June 9, 2013 0

Even More Better-er In-Browser Mockups with Lineman.js

By in frontend

Issue #374 of A List Apart by Garann Means is a great two-part piece on using Node.js for in-browser mockups and prototypes. In “Even Better In-Browser Mockups with Node.js” she gives a great overview for why using Node for mockups/prototypes is such a great idea. In part two—”Node At Work: A Walkthrough“—she dispenses with the theory and shows hands on how to build a mockup that you can use, using Node.js. I strongly recommend you read both articles.

Using Node.js for mockups provides quite a few key benefits, not the least of which being:

  1. Mockup built using web technologies, not Photoshop comps
  2. It works! (users/stakeholders can get their hands on it)
  3. Rapid development

But there are a few drawbacks to vanilla Node/express.js:

  1. No CSS pre-processors: SASS, LESS or Stylus
  2. No JavaScript pre-compilation languages: CoffeeScript, TypeScript
  3. Hand-wiring templating engines
  4. What about client-side frameworks: Backbone, Angular, or Ember?
  5. Node’s HTTP server (express) can be a pain
  6. Restarting the server on every file change? Blech!

Lineman.js can help!

Lineman.js

Lineman is a tool to help you build fat-client webapp projects. Mockups and Prototypes certainly fit that bill! In fact, when working on mockups and prototypes, generally speed of deployment and rapid development is a key factor. Lineman can help you scaffold out a mockup and get you up and running fast!

In addition to all the benefits that Garann discussed for why using Node is a good idea for mockups, Lineman also provides the ability to use CSS preprocessors, compile-to-JavaScript languages, and choose your own templating tool. (Lineman ships with support for LESS and SASS CSS pre-processors, Underscore and Handlebars template engines, and CoffeeScript compilation. And it’s easy to add support for your tooling of choice e.g. Stylus, TypeScript, Mustache)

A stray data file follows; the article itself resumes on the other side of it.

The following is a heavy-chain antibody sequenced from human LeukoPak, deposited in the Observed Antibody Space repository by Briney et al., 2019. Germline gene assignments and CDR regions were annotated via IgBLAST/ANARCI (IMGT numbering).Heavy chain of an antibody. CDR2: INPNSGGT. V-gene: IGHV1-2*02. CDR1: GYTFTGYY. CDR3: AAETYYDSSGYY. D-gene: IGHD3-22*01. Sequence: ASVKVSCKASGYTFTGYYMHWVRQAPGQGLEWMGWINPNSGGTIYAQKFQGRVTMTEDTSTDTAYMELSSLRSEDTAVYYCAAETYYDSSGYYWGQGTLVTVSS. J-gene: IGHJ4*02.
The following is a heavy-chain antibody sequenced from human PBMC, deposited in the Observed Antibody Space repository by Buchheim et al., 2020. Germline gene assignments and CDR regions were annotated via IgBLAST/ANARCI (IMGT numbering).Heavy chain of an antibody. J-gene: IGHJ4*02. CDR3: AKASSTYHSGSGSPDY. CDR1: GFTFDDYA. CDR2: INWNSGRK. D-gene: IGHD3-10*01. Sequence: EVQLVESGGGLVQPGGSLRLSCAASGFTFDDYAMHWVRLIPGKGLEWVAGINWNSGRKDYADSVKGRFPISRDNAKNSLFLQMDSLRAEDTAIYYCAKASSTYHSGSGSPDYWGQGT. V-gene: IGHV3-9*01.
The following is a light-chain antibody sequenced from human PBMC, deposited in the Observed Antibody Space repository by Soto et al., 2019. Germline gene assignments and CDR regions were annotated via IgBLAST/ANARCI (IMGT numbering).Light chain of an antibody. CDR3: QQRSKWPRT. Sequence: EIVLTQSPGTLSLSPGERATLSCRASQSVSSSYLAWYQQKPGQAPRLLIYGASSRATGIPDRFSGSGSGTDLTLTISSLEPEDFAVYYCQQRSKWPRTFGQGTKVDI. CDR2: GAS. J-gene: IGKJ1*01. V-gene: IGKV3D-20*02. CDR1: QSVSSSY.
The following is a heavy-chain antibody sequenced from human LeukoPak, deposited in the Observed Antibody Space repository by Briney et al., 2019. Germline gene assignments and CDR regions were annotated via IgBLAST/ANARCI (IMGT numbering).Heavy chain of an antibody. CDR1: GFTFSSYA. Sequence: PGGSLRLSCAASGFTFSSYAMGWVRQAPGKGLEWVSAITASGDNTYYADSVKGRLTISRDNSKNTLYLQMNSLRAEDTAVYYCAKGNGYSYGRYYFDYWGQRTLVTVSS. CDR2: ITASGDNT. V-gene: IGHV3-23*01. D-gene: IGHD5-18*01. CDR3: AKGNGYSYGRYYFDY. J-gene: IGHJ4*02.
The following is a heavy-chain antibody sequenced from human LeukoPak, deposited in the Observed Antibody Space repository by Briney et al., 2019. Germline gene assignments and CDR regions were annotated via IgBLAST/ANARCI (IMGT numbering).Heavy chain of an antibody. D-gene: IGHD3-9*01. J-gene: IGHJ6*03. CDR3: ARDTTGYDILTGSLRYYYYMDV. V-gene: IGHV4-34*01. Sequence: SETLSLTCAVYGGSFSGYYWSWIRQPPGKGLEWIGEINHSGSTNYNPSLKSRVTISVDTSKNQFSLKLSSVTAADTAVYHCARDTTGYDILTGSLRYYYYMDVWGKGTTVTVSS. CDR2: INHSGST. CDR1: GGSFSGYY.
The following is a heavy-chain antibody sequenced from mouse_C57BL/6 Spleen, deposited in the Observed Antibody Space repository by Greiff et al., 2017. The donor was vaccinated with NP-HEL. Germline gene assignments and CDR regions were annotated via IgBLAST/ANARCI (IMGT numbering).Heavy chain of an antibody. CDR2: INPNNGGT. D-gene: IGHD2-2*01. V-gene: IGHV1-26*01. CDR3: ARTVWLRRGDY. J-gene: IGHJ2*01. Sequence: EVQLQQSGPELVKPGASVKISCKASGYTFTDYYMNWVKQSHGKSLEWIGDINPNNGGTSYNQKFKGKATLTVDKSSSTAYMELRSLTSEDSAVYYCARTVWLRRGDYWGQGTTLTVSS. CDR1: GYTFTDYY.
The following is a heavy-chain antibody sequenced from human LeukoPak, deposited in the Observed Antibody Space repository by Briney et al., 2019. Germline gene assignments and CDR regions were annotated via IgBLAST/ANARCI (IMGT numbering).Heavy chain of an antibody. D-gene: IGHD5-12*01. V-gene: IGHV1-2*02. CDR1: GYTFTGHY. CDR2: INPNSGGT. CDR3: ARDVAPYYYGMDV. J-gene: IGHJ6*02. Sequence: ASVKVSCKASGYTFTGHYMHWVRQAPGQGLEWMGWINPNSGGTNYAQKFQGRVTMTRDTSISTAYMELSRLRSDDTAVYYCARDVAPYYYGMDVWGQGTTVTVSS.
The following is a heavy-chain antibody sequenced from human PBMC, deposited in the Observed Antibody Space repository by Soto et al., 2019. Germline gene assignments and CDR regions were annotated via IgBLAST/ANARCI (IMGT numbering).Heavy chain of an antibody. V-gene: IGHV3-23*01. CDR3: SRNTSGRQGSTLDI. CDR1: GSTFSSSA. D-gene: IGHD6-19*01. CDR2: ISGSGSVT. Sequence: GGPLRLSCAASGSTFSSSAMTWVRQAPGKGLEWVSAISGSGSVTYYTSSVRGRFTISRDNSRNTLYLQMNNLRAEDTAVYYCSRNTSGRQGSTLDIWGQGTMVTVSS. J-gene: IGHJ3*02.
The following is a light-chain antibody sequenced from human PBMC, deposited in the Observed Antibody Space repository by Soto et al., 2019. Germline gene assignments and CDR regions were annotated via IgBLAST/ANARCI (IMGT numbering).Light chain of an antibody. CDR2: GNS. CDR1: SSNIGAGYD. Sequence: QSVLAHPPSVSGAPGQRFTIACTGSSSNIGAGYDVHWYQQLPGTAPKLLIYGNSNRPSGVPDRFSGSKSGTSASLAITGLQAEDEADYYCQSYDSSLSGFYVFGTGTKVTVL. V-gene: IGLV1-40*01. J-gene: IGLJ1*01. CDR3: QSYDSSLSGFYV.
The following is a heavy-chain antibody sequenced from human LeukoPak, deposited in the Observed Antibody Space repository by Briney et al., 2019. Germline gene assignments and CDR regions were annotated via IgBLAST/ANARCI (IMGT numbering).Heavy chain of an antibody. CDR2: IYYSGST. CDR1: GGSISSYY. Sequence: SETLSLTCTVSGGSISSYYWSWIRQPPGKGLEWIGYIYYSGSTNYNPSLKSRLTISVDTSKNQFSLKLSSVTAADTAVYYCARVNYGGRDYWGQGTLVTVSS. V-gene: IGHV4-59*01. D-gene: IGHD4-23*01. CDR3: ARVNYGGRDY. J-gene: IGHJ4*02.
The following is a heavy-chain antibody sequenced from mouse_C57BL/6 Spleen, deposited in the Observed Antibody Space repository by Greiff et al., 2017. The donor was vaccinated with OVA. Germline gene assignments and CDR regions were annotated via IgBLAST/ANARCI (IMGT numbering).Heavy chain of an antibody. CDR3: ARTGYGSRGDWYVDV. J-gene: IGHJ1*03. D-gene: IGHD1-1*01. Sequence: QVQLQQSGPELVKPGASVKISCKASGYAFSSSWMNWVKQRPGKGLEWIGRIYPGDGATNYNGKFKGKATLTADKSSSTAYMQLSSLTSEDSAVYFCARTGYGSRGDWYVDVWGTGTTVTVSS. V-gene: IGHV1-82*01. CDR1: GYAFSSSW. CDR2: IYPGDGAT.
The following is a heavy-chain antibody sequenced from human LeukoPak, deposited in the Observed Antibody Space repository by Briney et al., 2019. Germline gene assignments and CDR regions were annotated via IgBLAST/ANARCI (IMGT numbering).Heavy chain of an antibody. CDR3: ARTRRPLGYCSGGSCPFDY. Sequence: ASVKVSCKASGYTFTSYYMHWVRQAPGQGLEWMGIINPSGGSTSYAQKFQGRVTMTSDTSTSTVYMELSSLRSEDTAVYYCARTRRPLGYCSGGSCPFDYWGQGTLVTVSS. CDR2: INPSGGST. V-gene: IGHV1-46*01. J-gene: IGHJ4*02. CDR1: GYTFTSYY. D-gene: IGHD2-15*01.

Lineman eases the pain of integrating with a server-side API. You can simply stub out the API endpoints in Lineman’s config/server.js configuration file (which makes a great deliverable to the server-side team when it comes time to build out the real server endpoint). Or, if the server-side API already exists, you can tell Lineman to just proxy requests to the real API.

Further, to increase the pace of development and feedback loop, let Lineman handle recompiling your assets and restarting the server for you! And lastly, if you plan on using one of the many great client-side frameworks out there (like Backbone, Angular or Ember), Lineman has project templates ready to get you going.

“Cool Art Store” Demo, ported to Lineman

I created a fork of Garann’s original “Cool Art Store” demo project to show how easy it is to use Lineman for simple mockups. I isolated the Lineman port to a branch named ‘lineman’.

What was necessary to get Garann’s Cool Art Store demo running on Lineman?

  1. Ran $ lineman new coolartstore to get the base Lineman archetype project. (much easier than starting with a blank canvas)
  2. Moved the css, js, image, and template assets from public/ to app/. (Not strictly necessary – Lineman can be configured to look for assets anywhere you wish by using config/files.js or config/files.coffee)
  3. Converted the templates from doT.js to Handlebars (Also, not technically necessary – there are a number of doT-precompile grunt tasks, so configuring Lineman to use doT is also an option; I just hapen to prefer Handlebars.)
  4. Stripped out the XHR requests for the doT templates; Lineman pre-compiles your templates into a single JS object so you need only execute the template at runtime.
  5. Ported server.js to use Lineman’s config/server.js for defining the API endpoint stubs. This mostly boiled down to removing all the express.js setup code. (Lineman makes it easy to just define the endpoints and not deal with boilerplate.)
  6. Bonus: since Lineman runs the JavaScript through JSHint, it caught a couple of lint-warnings that were promptly fixed.
  7. Bonus: Lineman concatenates and minifies the final CSS/JS assets. If this weren’t just a mockup, we’d be one step closer to shipping!
  8. Bonus: using lineman run meant that I didn’t have to keep restarting the node server after each file modification!

Not just for Mockups

Of course, Lineman is really tailored for developing fat-client webapps for production, not just mockups in particular. So TDD your client-side application using your JavaScript test framework of choice and let Lineman run the specs/tests for you! Or integrate your test suite into your Continuous Integration build. And let Lineman help with deployment to Heroku as well!

 
 

Tags: ,

Leave a Reply

You must be logged in to post a comment.